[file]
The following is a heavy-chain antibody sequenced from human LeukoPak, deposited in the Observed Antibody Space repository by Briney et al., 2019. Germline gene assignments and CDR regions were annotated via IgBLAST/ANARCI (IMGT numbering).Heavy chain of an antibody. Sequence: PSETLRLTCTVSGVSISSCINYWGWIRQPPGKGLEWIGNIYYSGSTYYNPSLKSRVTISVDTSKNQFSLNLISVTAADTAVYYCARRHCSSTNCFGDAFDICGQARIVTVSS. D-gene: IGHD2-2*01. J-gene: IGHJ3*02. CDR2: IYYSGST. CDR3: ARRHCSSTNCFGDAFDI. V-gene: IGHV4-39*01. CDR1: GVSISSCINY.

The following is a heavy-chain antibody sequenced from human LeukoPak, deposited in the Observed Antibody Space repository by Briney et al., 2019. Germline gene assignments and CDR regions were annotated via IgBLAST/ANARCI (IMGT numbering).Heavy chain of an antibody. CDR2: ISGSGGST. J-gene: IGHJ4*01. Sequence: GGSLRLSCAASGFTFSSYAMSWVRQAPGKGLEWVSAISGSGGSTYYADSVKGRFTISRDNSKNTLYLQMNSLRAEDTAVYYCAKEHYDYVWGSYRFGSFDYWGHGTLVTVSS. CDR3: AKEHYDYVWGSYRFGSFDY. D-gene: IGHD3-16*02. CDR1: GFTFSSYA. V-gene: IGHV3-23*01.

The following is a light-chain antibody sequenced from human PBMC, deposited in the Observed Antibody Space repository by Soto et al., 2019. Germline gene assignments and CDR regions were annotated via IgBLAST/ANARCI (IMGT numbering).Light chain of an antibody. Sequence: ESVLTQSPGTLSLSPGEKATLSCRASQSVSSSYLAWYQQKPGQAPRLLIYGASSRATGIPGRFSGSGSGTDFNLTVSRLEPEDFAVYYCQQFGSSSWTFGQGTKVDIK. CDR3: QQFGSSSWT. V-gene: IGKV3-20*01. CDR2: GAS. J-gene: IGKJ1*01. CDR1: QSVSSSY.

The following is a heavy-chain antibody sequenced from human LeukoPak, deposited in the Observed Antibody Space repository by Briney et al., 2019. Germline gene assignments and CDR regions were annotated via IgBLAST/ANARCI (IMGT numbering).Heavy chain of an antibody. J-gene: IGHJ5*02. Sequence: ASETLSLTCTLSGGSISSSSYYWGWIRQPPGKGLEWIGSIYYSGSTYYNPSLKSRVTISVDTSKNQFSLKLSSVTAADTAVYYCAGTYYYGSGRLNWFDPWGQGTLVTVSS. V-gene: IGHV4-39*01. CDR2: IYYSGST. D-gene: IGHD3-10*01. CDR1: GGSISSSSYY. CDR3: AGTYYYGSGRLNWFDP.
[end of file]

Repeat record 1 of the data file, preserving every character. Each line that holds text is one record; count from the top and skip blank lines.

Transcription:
The following is a heavy-chain antibody sequenced from human LeukoPak, deposited in the Observed Antibody Space repository by Briney et al., 2019. Germline gene assignments and CDR regions were annotated via IgBLAST/ANARCI (IMGT numbering).Heavy chain of an antibody. Sequence: PSETLRLTCTVSGVSISSCINYWGWIRQPPGKGLEWIGNIYYSGSTYYNPSLKSRVTISVDTSKNQFSLNLISVTAADTAVYYCARRHCSSTNCFGDAFDICGQARIVTVSS. D-gene: IGHD2-2*01. J-gene: IGHJ3*02. CDR2: IYYSGST. CDR3: ARRHCSSTNCFGDAFDI. V-gene: IGHV4-39*01. CDR1: GVSISSCINY.